One of the key results of the Protestant reformation is our modern understanding of the concept of imputation. Yes, that’s one of those theological terms that some have heard often and others ignore right away. So, let me try to make it simple, because it is a term you need to understand in order to understand the gospel.
Sometimes the concept of imputation is shown to us in our translations with the word “counted.” Here I do not mean counting, 1-2-3-4-. Instead, I mean counting as in crediting something to your account.
Think of these lines from the Old Testament.
Genesis 15:6 – And he believed the Lord, and he counted it to him as righteousness.
Psalm 32:2 – Blessed is the man against whom the Lord counts no iniquity, and in whose spirit there is no deceit.
Notice how the word counted is used. In Genesis 15:6, Abraham simply believed God, and God counted that belief as if it were righteousness. In Psalm 32:2, David exults in the concept of God not counting iniquity against him. These are two sides of the same coin. In Abraham’s case, God credits or counts to Abraham a righteousness that he had never lived. In David’s case, God does not count against him the sin that he had actually committed.
The concept of imputation is this counting that we see here. Imagine your life on a balance sheet, positive and negative acts and thoughts all laid out in columns. In order to please the Lord, you must have all positives and no negatives. Not only must you have no negatives, but the positives have to add up to a perfection that equals that of the holy God of the universe. Thus, left to ourselves, we are hopeless. WE cannot get rid of our negatives, and our positives do not add up to infinite perfection.
Thus, we need God to impute to us a perfection that is actually foreign to our existence. We need our sin to be forgiven, and we need the righteousness that will please God to be credited to our accounts, even though we cannot possibly live that righteousness on our own.
One of the major issues at stake during the reformation is this issue of counting, of imputation. Does God credit us with righteousness by his grace through faith alone, even if we have never been able to live that righteousness? Or does God forgive our sins, but then require us to live out a certain level of goodness through participation in sacraments in order to actually walk into the righteousness that will please him? Is salvation a gift that is by grace alone through faith alone, or must the good works of ourselves and others be added to faith to bring us into heaven?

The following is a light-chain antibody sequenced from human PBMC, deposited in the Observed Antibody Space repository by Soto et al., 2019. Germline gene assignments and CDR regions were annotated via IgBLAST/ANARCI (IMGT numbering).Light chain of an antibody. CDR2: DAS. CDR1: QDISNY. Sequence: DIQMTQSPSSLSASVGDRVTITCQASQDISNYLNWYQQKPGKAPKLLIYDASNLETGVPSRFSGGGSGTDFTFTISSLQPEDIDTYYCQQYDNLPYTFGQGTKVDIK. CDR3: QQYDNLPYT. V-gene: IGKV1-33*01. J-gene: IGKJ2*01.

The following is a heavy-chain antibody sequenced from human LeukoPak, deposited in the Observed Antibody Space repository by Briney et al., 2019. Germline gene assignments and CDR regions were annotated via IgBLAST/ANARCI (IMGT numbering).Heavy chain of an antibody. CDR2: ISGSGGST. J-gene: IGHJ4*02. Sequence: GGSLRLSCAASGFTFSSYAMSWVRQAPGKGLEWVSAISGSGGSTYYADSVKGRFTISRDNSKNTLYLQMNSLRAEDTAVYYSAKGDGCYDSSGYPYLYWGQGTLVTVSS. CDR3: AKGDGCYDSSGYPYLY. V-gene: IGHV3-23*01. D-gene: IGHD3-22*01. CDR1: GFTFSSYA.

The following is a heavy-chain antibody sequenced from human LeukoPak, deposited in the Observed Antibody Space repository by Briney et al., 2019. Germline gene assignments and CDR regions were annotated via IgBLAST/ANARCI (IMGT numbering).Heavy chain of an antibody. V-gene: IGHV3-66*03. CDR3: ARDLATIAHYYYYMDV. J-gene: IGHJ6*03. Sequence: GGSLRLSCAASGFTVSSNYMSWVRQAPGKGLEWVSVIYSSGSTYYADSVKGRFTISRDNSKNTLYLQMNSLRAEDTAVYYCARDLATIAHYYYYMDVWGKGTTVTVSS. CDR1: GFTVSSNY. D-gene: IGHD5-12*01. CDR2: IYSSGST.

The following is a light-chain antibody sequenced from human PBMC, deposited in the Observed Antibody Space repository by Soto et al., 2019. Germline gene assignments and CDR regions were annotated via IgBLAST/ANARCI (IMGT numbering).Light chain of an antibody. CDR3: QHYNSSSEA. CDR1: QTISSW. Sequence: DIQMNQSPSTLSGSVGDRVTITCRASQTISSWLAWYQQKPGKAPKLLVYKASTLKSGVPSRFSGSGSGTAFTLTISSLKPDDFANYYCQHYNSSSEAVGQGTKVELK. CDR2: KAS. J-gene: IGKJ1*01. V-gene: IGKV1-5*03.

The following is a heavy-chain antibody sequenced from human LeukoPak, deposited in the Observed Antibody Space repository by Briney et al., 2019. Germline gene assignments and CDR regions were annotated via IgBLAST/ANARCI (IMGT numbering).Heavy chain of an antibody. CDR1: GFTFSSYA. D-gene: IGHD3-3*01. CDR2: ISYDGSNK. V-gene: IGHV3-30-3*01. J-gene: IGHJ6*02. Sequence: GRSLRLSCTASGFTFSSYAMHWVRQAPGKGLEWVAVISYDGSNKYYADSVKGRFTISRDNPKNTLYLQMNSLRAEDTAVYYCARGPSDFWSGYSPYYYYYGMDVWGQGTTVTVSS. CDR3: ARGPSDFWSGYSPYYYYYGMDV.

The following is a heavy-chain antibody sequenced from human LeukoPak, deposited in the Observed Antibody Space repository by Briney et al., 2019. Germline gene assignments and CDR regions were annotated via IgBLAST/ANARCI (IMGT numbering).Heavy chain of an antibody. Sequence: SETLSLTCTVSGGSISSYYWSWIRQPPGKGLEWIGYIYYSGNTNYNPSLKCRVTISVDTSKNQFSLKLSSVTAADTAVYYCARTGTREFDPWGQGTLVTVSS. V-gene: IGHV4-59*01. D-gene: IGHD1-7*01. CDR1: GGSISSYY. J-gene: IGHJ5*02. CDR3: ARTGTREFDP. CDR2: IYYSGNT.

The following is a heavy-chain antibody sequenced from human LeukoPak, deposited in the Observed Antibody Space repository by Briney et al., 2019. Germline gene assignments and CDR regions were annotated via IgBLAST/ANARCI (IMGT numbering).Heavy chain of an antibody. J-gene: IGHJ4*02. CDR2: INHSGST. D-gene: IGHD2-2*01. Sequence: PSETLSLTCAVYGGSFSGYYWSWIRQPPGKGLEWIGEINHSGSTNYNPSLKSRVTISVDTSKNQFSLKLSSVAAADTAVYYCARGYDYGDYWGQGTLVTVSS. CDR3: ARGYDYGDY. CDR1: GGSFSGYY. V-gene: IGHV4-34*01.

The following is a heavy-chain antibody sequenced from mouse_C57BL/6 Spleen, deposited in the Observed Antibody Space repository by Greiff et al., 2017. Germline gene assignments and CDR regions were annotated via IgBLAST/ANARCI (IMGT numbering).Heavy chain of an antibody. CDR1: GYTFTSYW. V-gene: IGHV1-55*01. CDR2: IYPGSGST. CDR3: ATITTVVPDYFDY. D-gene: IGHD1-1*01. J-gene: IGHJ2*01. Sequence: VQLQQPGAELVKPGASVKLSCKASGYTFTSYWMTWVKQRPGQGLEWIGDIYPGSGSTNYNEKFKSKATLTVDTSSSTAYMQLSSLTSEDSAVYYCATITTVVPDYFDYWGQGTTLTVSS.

Interestingly, Paul uses the two Old testament passages that we read earlier to help us know the answer to this question. The apostle was particularly talking about the question of whether or not a gentile must be circumcised to be saved. But the ultimate question at hand is whether or not our doing good works has anything to do with our justification.
Romans 4:1-8 – 1 What then shall we say was gained by Abraham, our forefather according to the flesh? 2 For if Abraham was justified by works, he has something to boast about, but not before God. 3 For what does the Scripture say? “Abraham believed God, and it was counted to him as righteousness.” 4 Now to the one who works, his wages are not counted as a gift but as his due. 5 And to the one who does not work but believes in him who justifies the ungodly, his faith is counted as righteousness, 6 just as David also speaks of the blessing of the one to whom God counts righteousness apart from works: 7 “Blessed are those whose lawless deeds are forgiven, and whose sins are covered; 8 blessed is the man against whom the Lord will not count his sin.”
Romans 4:23-25 – 23 But the words “it was counted to him” were not written for his sake alone, 24 but for ours also. It will be counted to us who believe in him who raised from the dead Jesus our Lord, 25 who was delivered up for our trespasses and raised for our justification.
Notice the point that Paul makes at some length. Our salvation is not about works. Works would earn something, earn a payment. But having righteousness credited to us shows us that it is a gift from God apart from works.
Thus, salvation is a gift. When God brings us to a point where we believe in Christ for salvation, God credits us with a gift. He erases our negative side of the ledger because of the sacrificial death of Jesus. He also fills the positive side of our ledger with perfection, crediting us with the perfect life that Jesus lived. But you and I have never lived that perfection. The crediting is imputation, and it is a beautiful and marvelous thing.
2 Corinthians 5:21 – For our sake he made him to be sin who knew no sin, so that in him we might become the righteousness of God.
God treated Jesus as if he had committed our sin. He treats us as if we lived Jesus’ perfection. This is biblical Christianity. This is cause for worship. This is a God worth loving.